Anthony and I are studying Religion (Lives of the Prophets) along with English. We are taking a basic writing class. And I don’t know why but it is kicking our BUTTS! Grades are fine…ish, it’s just a lot more work this semester than we are used to.
The first assignment for writing was to write a love letter. But not just any love letter; it had to be a letter to someTHING that we love, not someONE. I plan to share that once I have access to it again (long story), but for now I am sharing my second assignment. We had to write an essay about something that we strongly believe in. This paper was easy for me because I have a very strong opinion about the value of homeschooling. I believe that homeschooling is education in its most realistic form.
For the record, I originally wrote close to 6 pages before realizing I had some major cutting down to do. The essay could only be 1-2 pages. What the heck?! I could have gone on forever.
Anthony’s paper was centered around fathers being heroes to their children. (I’ll share that once I get permission. He has to be awake in order for me to get that. ;))
Below is a copy of my essay:
I believe homeschooling is education in its most realistic form. It is the most appropriate way to educate. The public school system seems so artificial. Having to learn the same thing as everyone else at approximately the same ages sends the message that what a child is interested in isn’t important, and that you can only learn certain things at certain times. Being told there is only one right way to do just about everything sends the message that we shouldn’t try to be creative. Certainly the government knows better what, when, and how a child should be learning a particular concept. In addition, standardized testing is not an accurate measurement of intelligence or progress.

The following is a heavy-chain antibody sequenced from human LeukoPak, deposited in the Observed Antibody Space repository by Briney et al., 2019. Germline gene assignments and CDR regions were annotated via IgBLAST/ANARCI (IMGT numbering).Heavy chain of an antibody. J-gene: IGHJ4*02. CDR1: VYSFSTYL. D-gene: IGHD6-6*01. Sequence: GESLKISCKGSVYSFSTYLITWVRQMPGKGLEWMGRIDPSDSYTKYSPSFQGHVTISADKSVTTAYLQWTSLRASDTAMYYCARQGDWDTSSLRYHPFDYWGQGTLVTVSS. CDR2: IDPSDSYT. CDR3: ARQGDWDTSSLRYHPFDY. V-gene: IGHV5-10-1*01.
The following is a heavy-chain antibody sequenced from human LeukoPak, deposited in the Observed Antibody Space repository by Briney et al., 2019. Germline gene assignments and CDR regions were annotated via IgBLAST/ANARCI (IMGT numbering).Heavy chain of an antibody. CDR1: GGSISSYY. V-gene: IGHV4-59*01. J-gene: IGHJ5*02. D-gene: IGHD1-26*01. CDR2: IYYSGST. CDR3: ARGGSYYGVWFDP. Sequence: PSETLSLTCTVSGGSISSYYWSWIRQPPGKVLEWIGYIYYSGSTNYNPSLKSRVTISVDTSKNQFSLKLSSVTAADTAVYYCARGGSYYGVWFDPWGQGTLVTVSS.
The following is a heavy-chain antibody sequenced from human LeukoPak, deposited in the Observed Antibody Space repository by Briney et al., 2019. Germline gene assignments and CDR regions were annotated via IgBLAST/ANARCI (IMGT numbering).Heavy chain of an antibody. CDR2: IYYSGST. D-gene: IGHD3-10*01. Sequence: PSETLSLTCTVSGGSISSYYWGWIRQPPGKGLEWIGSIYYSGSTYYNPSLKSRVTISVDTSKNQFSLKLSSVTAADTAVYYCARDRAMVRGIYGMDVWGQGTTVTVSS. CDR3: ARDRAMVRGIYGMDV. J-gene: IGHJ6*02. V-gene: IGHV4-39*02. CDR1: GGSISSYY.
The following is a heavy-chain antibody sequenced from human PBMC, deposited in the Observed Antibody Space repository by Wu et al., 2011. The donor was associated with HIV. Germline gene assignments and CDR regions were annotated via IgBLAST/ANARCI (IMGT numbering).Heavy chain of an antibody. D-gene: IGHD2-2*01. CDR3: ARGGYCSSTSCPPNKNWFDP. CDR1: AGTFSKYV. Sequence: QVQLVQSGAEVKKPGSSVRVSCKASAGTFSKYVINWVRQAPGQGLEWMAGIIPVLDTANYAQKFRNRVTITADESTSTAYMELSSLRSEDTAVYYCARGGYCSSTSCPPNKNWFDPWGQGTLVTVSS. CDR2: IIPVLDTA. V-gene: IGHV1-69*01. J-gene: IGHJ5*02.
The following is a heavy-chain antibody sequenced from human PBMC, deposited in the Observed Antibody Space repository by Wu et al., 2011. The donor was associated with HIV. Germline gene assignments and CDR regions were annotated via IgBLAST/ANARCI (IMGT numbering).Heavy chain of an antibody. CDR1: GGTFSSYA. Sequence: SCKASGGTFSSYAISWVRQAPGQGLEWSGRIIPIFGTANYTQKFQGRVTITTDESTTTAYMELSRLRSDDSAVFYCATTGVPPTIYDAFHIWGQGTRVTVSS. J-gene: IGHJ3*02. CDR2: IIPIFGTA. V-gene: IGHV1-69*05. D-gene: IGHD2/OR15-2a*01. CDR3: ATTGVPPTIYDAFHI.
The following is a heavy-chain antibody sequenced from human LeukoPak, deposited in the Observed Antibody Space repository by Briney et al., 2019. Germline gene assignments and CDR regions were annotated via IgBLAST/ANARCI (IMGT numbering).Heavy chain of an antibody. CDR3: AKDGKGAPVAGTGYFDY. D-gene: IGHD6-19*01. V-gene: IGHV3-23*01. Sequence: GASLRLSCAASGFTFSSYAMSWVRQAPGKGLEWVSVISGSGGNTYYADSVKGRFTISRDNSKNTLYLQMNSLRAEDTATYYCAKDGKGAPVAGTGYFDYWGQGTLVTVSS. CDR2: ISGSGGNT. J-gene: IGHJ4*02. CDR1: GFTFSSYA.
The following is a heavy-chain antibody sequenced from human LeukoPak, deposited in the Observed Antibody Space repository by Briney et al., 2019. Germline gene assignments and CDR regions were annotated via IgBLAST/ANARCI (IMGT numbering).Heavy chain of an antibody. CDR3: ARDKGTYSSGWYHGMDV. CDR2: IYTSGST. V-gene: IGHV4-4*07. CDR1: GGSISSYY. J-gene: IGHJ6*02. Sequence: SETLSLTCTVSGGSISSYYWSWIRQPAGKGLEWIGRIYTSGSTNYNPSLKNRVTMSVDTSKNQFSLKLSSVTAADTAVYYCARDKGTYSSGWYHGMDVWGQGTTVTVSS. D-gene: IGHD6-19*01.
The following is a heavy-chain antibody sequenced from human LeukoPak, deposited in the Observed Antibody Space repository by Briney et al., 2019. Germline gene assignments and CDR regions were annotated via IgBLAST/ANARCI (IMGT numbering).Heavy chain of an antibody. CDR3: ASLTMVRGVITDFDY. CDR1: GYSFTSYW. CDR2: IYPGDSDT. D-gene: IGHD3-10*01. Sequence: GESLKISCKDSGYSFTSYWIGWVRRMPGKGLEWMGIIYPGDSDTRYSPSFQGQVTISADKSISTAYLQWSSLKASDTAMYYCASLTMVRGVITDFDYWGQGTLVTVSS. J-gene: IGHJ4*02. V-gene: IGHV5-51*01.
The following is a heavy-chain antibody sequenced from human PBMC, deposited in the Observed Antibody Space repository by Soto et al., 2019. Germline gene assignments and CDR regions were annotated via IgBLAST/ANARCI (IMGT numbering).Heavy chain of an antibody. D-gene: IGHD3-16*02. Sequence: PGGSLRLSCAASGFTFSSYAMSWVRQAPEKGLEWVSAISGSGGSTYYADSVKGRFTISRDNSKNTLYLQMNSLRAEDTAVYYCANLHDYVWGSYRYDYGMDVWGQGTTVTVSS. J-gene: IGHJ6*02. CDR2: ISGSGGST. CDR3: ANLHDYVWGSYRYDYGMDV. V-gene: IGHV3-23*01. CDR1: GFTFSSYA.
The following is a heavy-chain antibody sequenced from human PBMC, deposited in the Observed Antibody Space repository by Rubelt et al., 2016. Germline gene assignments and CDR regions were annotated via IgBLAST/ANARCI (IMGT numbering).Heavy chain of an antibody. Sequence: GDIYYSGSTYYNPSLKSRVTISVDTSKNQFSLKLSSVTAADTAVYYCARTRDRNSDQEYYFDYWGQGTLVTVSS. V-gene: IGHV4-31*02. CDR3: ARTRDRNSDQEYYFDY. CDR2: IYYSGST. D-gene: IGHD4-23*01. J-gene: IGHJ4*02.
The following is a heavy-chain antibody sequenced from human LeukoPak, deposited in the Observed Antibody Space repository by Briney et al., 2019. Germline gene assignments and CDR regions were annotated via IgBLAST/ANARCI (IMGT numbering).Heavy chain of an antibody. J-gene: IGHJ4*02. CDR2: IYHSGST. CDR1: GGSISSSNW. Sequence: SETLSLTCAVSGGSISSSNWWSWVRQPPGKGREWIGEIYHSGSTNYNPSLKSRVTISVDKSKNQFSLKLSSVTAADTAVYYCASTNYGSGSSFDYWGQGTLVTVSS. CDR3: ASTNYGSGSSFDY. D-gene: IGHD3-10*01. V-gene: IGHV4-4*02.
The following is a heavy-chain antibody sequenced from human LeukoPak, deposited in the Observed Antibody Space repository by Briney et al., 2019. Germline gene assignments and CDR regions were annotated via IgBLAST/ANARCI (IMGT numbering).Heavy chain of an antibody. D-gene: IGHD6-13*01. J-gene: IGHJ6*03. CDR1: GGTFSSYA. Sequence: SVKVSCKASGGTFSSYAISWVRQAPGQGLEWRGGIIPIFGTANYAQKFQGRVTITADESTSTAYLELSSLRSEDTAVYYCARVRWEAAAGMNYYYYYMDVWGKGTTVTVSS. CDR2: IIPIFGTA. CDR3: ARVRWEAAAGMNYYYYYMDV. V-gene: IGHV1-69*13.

I am the product of the public school system, and I think I turned out alright. Homeschool isn’t for every family or every kid. Public, charter, or private school are all options as well. However, there was a dam built in the flow of my creative juices as a result of the way the schools and government have set things up for the education of children.
It has taken a lot of effort to get the juices flowing again. As a small child I remember my imagination running wild. The things I could come up with on my own were worthy of a best selling picture book. Vivid colors, imaginative characters, and playful thoughts and scenarios danced around in my mind like a pile of autumn leaves frolicking into the air, gently pushed upward by a light, cool breeze. Exposed pebbles in my corroding driveway were ‘buttons’ that would magically transport my friends and me to new and exciting places like Bubble Gum World. But I knew that when I entered the classroom things had to be just so.
Everyone used the same color of tissue paper for a flower art project, the same design for an imagined replica of one of Christopher Columbus’ ships, and the same topic for learning acrostic poems. My classmates and I were limited by certain criteria set by either the teacher or the government. Eventually, the natural curiosity and imaginative thoughts inside of me were drowned by the knowledge that it didn’t matter how I wanted to do my project. If I wanted a good grade, I would have to follow the format and subject given to me.
The most frequently asked question I get as a homeschooling mom of six kids is, “What about socialization? How are you going to socialize your kids?” I always tell the asker that we just live life. Life is a social event. My kids are involved at church, in church activities, recreational activities, and organized homeschool events. They play with each other, cousins, neighbor kids, and they go to the grocery store and the park. Everyday social interaction equals socialized children.
Schools were not created to provide a place for social interaction. They were created to help educate those children whose families could not afford to buy the proper materials or hire private tutors for their education. At some point, it just became simpler to send all, or at least most, kids to the school for free education. Soon after that it became the law.
Homeschooling is a lifestyle. The world is our classroom and we are able to choose what to learn, when to learn, and how to learn. It offers the very best of life and can help children discover their creative genius.